Informal Recognition

Informal Recognition

By the decree of somebody somewhere, on the authority of nothing and no one, today, August 10, is Herbert Hoover Day, National Biodiesel Day, Duran Duran Appreciation Day, National Shapewear Day, Update Your Bio Day and National Spoil Your Dog Day.

It’s also National Connecticut Day, and somehow I find this funniest of all. Who outside Connecticut, across this locally prideful nation, would celebrate National Connecticut Day? And who inside Connecticut would ask the nation to do so?

The holiday does raise the interesting question of how the rest of America perceives us. Our countrymen used to deride us as “nutmeggers,” but that habit seems to have died out everywhere except our Land of Steady Habits. Many in neighboring states today must know us by our official nickname, the Constitution State, but only because our license plates declare it, unexplained, as we road-trip through the region. Few if any of our fellow drivers know that it honors our place as the seat of “arguably the first written constitution in the world.”

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148 years after that arguable achievement, Connecticut’s constitutional bonafides became inarguable when Roger Sherman and Oliver Ellsworth, the representatives from our state, devised the Compromise that produced the US Constitution—and quite possibly salvaged “the American Experiment.” That alone justifies celebrating us, but I’m guessing the nation’s awareness of this justification is about as thin and fuzzy as the hair on Roger Sherman’s scrupulously shaved chin.

Even sparer, I expect, is knowledge of the many other exceptional contributions of Connecticut. Connecticutians (my preferred term, with the end pronounced like “cue shins”) invented interchangeable parts, the American English dictionary, vulcanized rubber, “the gun that won the west,” the commercial telephone exchange, the portable typewriter, the FM radio station, the modern helicopter, the frisbee, ESPN and the combat submarine in both its earliest (hand-powered) and latest (nuclear-powered) forms. But you’re almost as likely to throw a frisbee to California as you are to find an out-of-stater who knows much of that.

We can maybe sort of guess how others see us by looking at ourselves through the same lenses they do. Hollywood’s portrayals, infrequent as they are, tend to zoom in on Yale or the Gold Coast. Sports fans around the country surely know of UConn and its astonishing basketball success. Viewers of online pizza reviews may see us as the “pizza capital of the world” or at least a top contender. Observers of presidential politics probably know Connecticut as a “safe Democratic” state, though that’s as likely to engender disdain as it is applause.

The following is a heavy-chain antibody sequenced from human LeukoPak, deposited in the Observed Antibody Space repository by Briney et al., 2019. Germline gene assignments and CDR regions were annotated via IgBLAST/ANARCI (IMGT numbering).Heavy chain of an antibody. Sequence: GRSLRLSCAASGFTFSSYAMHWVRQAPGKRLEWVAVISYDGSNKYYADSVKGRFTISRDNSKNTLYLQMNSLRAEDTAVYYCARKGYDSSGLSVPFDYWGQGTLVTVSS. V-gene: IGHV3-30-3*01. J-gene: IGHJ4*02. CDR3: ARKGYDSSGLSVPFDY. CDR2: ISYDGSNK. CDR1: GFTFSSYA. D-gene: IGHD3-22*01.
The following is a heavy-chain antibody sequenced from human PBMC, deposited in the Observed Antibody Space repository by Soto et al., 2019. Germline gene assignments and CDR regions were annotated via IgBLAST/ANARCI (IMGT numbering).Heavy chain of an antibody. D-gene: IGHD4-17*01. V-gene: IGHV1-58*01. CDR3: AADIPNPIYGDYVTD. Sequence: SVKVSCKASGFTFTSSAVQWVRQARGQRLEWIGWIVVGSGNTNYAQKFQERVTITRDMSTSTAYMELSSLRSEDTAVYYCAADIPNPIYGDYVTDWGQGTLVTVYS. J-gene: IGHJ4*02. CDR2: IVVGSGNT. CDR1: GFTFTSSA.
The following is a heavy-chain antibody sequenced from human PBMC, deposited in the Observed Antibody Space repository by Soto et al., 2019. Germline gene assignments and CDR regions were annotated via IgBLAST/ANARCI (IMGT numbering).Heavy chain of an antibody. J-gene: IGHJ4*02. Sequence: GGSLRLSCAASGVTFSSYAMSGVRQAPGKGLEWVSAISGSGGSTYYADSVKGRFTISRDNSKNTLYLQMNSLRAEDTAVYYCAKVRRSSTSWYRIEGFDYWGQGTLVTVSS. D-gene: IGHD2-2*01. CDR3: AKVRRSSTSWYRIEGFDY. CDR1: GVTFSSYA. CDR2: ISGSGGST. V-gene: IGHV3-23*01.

Glimpses of raw individual data may emerge when we welcome out-of-state visitors. Texan cousins, here for a wedding some years ago, seemed awed by Connecticut’s lush greenery and surely took that impression home to their state full of plains and prairies.

But however positive their Connecticut feelings may be, I’m certain they’ve never heard of, much less been moved to celebrate, National Connecticut Day. Googling that term, in quotes, returns a rather pitiful 64 results (or 2,480 if you click click the option to show “entries very similar to the 64 already displayed”). Leading those results are websites devoted to listing America’s many unofficial holidays, often attended by deceptive, insipid, probably AI-generated, definitely search engine-optimized descriptions that tell you little if any relevant information (like who created the holiday and when and why they did it). Google also finds a number of trifles, sometimes just a few sentences long, from Connecticut media who’ve noted the holiday. But most notable, to me, is what Google doesn’t find: even a single reference to a real celebration of National Connecticut Day.

So unless you count as a bonafide celebration an offseason LinkedIn promotion offering discounted tickets to the Hartford Wolf Pack’s 2022 home opener—and you definitely shouldn’t—then it’s possible that, channeling the gumption of Connecticut innovators past, someone today could be the first person ever to throw a National Connecticut Day party.

All they’d have to do, before asking their guests to do the same, is RSVP “yes” to making history.

Written by Dan Mims. Image by SevenMaps/Shutterstock.

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